What Jobs? How Federal Stimulus Funds Failed To Deliver

by Cory Eucalitto | September 9, 2011

Jobs, jobs, and more jobs have dominated the national conversation this week. Just last night, President Obama released his long-awaited jobs plan of combined payroll tax cut extensions and infrastructure spending. But why is a jobs plan needed shortly after a stimulus package?

New studies by George Mason University's Mercatus Center, found here and here, with PDF links to the full reports, offer a less than stellar view of the impact of the $800 billion American Recovery and Reinvestment Act of 2009, commonly referred to as the "stimulus package," on job creation. The ARRA was designed to reinvigorate a sluggish labor market through tax incentives, contracts and loans in fields like education, transportation, and energy, and entitlement funding.  The Mercatus study examined over 1,300 anonymous and voluntary responses from managers and employees with organizations that received ARRA funding and found that the hoped for results did not materialize.The average organization that received funds equal to 10% of its revenue "reported retaining or hiring workers equal to 5 percent to 6 percent of its workforce," but as the study makes clear, "hiring isn't the same as net job creation." Only 42.1% of post-ARRA hired workers were actually unemployed prior to being hired. Comparatively, 47.3% of hired employees came directly from other jobs. Factor in the folks hired straight out of school or from outside the labor force, and ARRA funded hirings were evenly split between the unemployed and already working.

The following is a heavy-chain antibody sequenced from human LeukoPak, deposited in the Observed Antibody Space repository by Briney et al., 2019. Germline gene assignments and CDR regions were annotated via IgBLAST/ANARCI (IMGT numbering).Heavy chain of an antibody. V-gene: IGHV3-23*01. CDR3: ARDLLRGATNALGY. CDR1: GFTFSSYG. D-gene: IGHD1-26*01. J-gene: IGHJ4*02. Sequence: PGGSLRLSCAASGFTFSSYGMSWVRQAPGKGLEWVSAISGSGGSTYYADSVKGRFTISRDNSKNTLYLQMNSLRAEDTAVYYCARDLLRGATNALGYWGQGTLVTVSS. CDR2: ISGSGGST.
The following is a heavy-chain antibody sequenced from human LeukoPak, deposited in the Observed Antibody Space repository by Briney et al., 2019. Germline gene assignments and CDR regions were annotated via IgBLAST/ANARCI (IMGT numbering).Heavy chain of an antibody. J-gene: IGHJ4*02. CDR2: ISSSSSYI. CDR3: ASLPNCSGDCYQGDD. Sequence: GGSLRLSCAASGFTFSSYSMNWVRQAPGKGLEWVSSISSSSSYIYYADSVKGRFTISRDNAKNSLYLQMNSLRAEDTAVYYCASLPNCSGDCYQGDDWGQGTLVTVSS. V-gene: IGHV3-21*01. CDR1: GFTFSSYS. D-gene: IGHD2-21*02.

Rather than creating new jobs, then, much of the stimulus simply created shifts in the labor market. When a worker leaves one job for another, there is no net positive effect on employment levels unless the person taking over the old position was unemployed.  

ARRA money failed to reach the organizations most capable of rapidly taking on new, qualified employees. The study found "no relationship between the ease of finding good workers and ARRA dollars" as they were allocated. This is an abject failure to live up to the conditions deemed necessary for successful stimulus by even the most ardent Keynesians. 

The Mercatus research also revealed that, by a 2:1 ratio, ARRA-funded firms indicated that they had already "been busy" before receiving the new funds. When divided into groups based on the amount of money received, it became clear that "firms who said things had been slow...were not more likely to be in the best-funded tiers." Instead of bringing opportunity to struggling businesses, dollars were spent merely giving people the chance to work a bit harder. This does little, if anything, to solve the joblessness problem supposedly being addressed. The conclusion reached by the research was that, for most firms, "ARRA was not a lifeline during a time of deep economic trouble: it was a new burden to carry."

That was not the only burden brought about by $800 in federal funds.  ARRA has also had a major impact on state budgets.

When the recession hit, state governments faced a perfect storm of falling revenues and high demand for programs like Medicaid and unemployment insurance. ARRA sent federal assistance to state governments to the tune $112 billion in FY 2010, according to the National Association of State Budget Officers. For FY 2012, federal aid has fallen to only $23 billion, and left many states with increased costs in the long run. According to the National Conference of State Legislatures, for example, 27 states have racked up $37 billion in federal unemployment insurance loans, on which significant interest payments are due this year.  In addition, state revenues, for example, remain more than $20 billion below pre-recession levels.

The states are still waiting for the invigoration through jobs and economic growth they had hoped would result from ARRA, and wondering about the impact of the President's recent proposal, should it come to  fruition.